But it’s far from over: Akira learns that the woman is from an unknown island not shown in any map. One day a vampire started to kill everyone until all inhabitants were turned into vampires themselves. Running out of blood the vampires tried to lure more humans to the island, and mystery girl was one of their agents. Claiming she went rogue, the woman convinces Akira and the others to follow her to the island to fight the vampires. Her best argument: Atsushi is still alive, living on the island battling the vampire army all on his own. Akira and his friends decide to take a risk and travel to eerie Higanjima to find Atsushi and bring him back to his family.

Boy, had I been looking forward to HIGANJIMA. The kingkongesque scenario looked very exciting on paper, literally: Koji Matsumoto’s manga is playful but also dark and cynical, with his young heroes encountering samurai vampires on the godforsaken island, fighting for survival BATTLE ROYALE style and facing tremendous sacrifice in the wake of looming death. As so often the heroes are adolescent but they encounter a tough and rough fate that makes them grow up quickly. What is also important is the subtext of friendship, sacrifice, coming-of-age, consumerism and the value of humanity.

The main problem when adopting a manga for the big screen is that what looks good in black-and-white sketches doesn’t necessarily translate easily into color, real people and real locations. Also, dialogue that looks fine in written form may just sound less interesting when spoken by (semi-talented) actors. HIGANJIMA the movie obviously faces quite a lot of various issues.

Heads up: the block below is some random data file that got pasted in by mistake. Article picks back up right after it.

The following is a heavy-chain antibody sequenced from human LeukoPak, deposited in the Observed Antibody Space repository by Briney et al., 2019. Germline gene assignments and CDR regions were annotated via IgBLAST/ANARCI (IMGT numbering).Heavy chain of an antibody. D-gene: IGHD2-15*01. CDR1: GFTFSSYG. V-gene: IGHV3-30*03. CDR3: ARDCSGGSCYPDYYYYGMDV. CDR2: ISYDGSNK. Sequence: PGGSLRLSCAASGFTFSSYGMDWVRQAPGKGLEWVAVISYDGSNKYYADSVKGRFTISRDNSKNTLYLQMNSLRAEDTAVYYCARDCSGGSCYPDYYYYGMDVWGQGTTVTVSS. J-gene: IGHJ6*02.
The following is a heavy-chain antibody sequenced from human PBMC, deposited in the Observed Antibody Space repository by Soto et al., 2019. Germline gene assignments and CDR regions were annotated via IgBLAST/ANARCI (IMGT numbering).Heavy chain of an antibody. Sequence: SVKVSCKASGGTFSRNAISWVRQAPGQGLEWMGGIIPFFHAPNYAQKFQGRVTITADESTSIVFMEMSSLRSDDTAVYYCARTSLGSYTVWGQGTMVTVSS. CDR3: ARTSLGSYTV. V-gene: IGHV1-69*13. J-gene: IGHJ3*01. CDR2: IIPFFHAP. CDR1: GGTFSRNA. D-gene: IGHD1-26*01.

The violent beginning promises a no-holds-barred, slice-and-dice-’em actionfest, and with the group of friends setting sail towards the island we get even more excited. So far, the story works, the characters work (most of all Akira and the girl), the action works, the mystery works (even if you’ve read the manga), so I thought I’m in for a hell of a ride.

What happens however is that gradually, or rather quickly, the movie turns into a teenage vampire flick with rapidly decreasing production value. As soon as the Uber-Vampire shows up it goes downhill, because the chief vampire is the chief problem: the character isn’t charismatic, or cool, or ever feels like a real threat (just like all the other vampires), instead he’s just a kid, a clown in a cheap costume (his look reminding me somewhat of Polanski’s THE FEARLESS VAMPIRE KILLERS). The actor fails completely to create a villain that we can hate and fall in love with at the same time. Hardly ever was a movie further away from the truth that villains should be equally or even more charismatic than the good guys. You wonder why, without any further ado, they don’t just kick his sorry ass off the island.

Furthermore does the make-up department deliver one of the most horrible jobs in vampire film history: it’s really just white make-up they apply to all vampire-actors, which makes them look like, well, actors that act like vampires. It really feels like watching a Halloween party and not a feature film. On top of that the “blood” is too bright red (the little “real” blood they are using); I remember Tom Savini having serious issues with the color of the blood he used for DAWN OF THE DEAD. Kim should have learned from his insights. Last but not least the CGI effects that are almost exclusively used in all action sequences (despite HIGANJIMA being shot in a bloody forest where you could have spilled all the red juice you wanted) are repetitive and feel increasingly harmless.

Aesthetically and in terms of visualizing the action we’ve seen better elsewhere, but what can you expect from the DOP of MEAT BALL MACHINE and Kim whose only remarkable entry to his CV is VOLCANO HIGH? This is not saying that HIGANJIMA isn’t entertaining, but it lacks sophistication as well as determination. After the presswork hailing HIGANJIMA as manga-movie-milestone the actual product over-promises and under-delivers. Generously borrowing from Tsutsumi’s SAIREN, Kitamura’s VERSUS and BATTLE ROYALE it never matches its sources of inspiration, remaining a low-budget attempt to get away with a good story as main attraction.